Botox® is the brand name of a substance derived from botulinum toxin. In large amounts, this toxin causes a form of muscle paralysis known as botulism. Very small amounts, however, can be directly injected into specific muscles, causing controlled muscle weakness.
The FDA approved such usage in 1989 when it was found that Botox could stop uncontrolled blinking and so-called “lazy eye.” In 2002, the FDA approved Botox for the treatment of frown lines. In 2004, Botox was approved for the treatment of excessive underarm sweating.
Physicians have also used this drug off-label successfully to treat other facial wrinkles and creases, as well as excessive sweating of the palms.
How does Botox work?
Botox blocks signals from the nerves to the muscles. The injected muscles can no longer contract, which causes the wrinkles to relax and soften.
Botox is most often used on forehead lines, crow's feet (lines around the eyes), and frown lines between the eyebrows. Wrinkles caused by sun damage and gravity will not respond to Botox and are best treated with other treatments.
How is the procedure performed?
The procedure takes only a few minutes. No anesthesia is required. Botox is injected with a fine needle into specific muscles, causing only minor discomfort. It takes three to 14 days for Botox to take full effect.
In order to minimize bruising, it is best to avoid alcohol for two days before the treatment as well as to stop taking aspirin and anti-inflammatory medications two weeks before the treatment.
How long does a Botox injection last?
The effect will last three to four months. As muscle action gradually returns, the lines and wrinkles begin to come back and will need to be re-treated to maintain the effect. Wrinkles often appear less severe with time because the muscles are being trained to be less active.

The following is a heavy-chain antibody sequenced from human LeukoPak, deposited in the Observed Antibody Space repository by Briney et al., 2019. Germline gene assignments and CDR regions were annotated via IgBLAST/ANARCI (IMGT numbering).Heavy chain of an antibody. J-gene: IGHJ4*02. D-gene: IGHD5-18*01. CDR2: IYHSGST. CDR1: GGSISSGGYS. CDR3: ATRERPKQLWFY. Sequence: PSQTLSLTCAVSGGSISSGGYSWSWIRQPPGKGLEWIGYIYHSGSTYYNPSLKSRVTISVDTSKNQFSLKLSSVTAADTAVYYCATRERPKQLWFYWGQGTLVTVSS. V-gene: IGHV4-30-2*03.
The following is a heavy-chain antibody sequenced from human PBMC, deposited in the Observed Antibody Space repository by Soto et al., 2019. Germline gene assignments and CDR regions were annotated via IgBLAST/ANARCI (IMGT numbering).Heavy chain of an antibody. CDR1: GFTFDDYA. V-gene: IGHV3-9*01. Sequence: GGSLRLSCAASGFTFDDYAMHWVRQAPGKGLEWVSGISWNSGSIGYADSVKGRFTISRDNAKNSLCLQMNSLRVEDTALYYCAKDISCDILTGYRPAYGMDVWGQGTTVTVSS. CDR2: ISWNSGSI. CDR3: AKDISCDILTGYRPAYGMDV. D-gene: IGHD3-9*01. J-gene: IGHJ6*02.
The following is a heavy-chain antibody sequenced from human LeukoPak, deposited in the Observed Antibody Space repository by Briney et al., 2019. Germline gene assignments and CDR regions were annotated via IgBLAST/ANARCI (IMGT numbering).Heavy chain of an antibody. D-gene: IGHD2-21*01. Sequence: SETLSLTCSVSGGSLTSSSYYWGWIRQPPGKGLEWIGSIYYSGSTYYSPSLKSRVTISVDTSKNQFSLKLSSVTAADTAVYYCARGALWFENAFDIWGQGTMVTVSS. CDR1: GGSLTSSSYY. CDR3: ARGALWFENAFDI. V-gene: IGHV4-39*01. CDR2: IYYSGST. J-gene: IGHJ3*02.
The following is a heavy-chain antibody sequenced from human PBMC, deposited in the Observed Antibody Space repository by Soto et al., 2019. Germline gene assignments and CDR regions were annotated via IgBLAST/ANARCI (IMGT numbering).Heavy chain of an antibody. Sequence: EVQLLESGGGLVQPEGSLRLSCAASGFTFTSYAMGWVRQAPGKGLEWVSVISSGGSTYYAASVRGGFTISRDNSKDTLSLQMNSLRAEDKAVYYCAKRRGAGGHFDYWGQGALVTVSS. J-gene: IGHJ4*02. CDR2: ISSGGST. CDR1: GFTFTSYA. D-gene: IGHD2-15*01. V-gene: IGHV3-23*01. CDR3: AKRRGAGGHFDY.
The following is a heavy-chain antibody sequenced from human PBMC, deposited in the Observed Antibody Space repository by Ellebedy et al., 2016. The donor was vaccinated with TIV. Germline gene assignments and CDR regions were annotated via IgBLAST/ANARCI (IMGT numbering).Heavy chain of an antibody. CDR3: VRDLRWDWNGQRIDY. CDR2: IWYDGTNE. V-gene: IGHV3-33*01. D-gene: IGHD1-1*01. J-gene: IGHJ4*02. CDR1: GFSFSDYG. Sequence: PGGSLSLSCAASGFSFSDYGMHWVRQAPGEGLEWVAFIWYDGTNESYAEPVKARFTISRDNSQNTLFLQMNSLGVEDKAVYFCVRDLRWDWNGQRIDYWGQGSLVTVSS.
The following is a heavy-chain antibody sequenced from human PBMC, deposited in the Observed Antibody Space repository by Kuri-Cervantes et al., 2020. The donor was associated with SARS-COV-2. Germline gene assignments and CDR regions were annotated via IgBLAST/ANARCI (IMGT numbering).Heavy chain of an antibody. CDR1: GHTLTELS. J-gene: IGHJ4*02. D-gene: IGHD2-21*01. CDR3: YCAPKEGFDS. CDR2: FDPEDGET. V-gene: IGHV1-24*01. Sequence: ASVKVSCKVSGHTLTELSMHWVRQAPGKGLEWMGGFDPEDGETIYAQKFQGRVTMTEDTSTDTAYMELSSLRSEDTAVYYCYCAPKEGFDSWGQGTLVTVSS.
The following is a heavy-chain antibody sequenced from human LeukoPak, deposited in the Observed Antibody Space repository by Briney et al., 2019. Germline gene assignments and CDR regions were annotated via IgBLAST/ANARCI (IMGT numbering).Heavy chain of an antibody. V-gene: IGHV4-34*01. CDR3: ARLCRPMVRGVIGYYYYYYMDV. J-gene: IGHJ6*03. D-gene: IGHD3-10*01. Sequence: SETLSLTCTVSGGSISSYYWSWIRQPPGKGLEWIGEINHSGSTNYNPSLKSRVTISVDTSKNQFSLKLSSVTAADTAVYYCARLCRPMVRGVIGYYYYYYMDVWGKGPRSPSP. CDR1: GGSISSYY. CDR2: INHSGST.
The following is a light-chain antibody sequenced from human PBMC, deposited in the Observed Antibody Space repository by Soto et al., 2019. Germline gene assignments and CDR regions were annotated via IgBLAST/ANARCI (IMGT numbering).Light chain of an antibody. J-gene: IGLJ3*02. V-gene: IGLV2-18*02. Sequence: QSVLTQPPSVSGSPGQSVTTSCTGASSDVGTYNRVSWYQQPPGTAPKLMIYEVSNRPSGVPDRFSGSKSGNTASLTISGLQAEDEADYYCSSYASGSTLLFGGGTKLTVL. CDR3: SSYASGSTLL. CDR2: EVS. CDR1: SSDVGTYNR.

What are the side effects of Botox?
Temporary bruising is the most common side effect. Headaches, which resolve in 24 to 48 hours, can occur but are uncommon.
A small percentage of patients may develop asymmetry or eyelid drooping. This typically resolves in three weeks and is usually caused by migration of the Botox. For this reason, you must not rub the treated area for 12 hours after injection. There have been no allergies associated with Botox to date.
Who is a candidate for Botox injection?
Patients who are pregnant, breastfeeding, or have a neurological disease should not use Botox. Since Botox does not work for all wrinkles, consultation with a dermatologist is recommended.
- American Society of Plastic Surgeons. Botulinum Toxin. Accessed 11/7/2013.
- MedlinePlus. Botox. Accessed 11/7/2013.
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This information is provided by the Cleveland Clinic and is not intended to replace the medical advice of your doctor or health care provider. Please consult your health care provider for advice about a specific medical condition. This document was last reviewed on: 11/1/2013...#12566